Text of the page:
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Assist. hadeer Abdel-Moneim eldesoky :: Publications:

Insight into summer mortality syndrome in farmed Nile tilapia (Oreochromis niloticus) associated with bacterial infection.
Authors: Hadeer EldesokyEman A Abdel GawadAmel Mohammed El AselyAmel Mohammed El Asely
Year: 2020
Keywords: Not Available
Journal: Benha Veterinary Medical Journal
Volume: 39
Issue: Not Available
Pages: 111-118
Publisher: Not Available
Local/International: Local
Paper Link: Not Available
Full paper Not Available
Supplementary materials Not Available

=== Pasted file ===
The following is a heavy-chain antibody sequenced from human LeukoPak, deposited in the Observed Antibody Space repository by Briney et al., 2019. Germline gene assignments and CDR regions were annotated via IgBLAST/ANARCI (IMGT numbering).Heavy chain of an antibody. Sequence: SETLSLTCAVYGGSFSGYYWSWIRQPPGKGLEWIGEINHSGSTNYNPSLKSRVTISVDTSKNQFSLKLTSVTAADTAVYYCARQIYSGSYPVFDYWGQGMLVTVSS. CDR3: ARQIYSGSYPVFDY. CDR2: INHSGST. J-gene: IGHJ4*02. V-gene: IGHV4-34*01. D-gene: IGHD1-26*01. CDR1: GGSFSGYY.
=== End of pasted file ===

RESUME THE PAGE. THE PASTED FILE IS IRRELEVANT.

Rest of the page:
The current investigation was undertaken to determine the potential causes of summer mass mortalities among farmed Nile tilapia (Oreochromis niloticus). Pure bacterial colonies were isolated from moribund O. niloticus from 13 different fish farms suffered from high mortalities ranged from (50-80%), during the period from April to October 2018. Fish showed external hemorrhagic spots, skin darkening, abdominal distension and exophthalmia. Internally, congestion and enlargement of internal organs with serous or hemorrhagic fluid was the most obvious picture. The phenotypic and biochemical characterization using API20E identified the bacterial isolates as (A. veronii, A. hydrophila, A. caviae and A. sobria; Aeromonads), (Ps. Fluorescence; Pseudomonas spp), (E. sakazakii and E. cloacae; Enterobacter spp), (C. freundii; Citrobacter spp), (S. odorifera, S. liquefaciens, and S. marcescens; Serratia spp), (S. lutiensis, S. equine; Streptococcus spp), Lactococcus lactis and Proteus vulgaris, with the most prevalence to aeromonads. Most isolates were accurately identified by PCR and gene sequencing. Water physicochemical parameters were measured at the farm sites showed an increase in the pH and ammonia levels. In order to confirm the pathogenicity of the bacterial isolates, an experimental infection was conducted using different doses. The results revealed that A. veronii (HY2) at dose of 9×10 8 cells/ml was the most pathogenic with mortality rate 100 %. This study concludes that A. veronii, C. freundii, P. vulgaris and P. fluorescens are implicated in Nile tilapia summer mortalities, without neglecting the role of water quality in worsening the problem.

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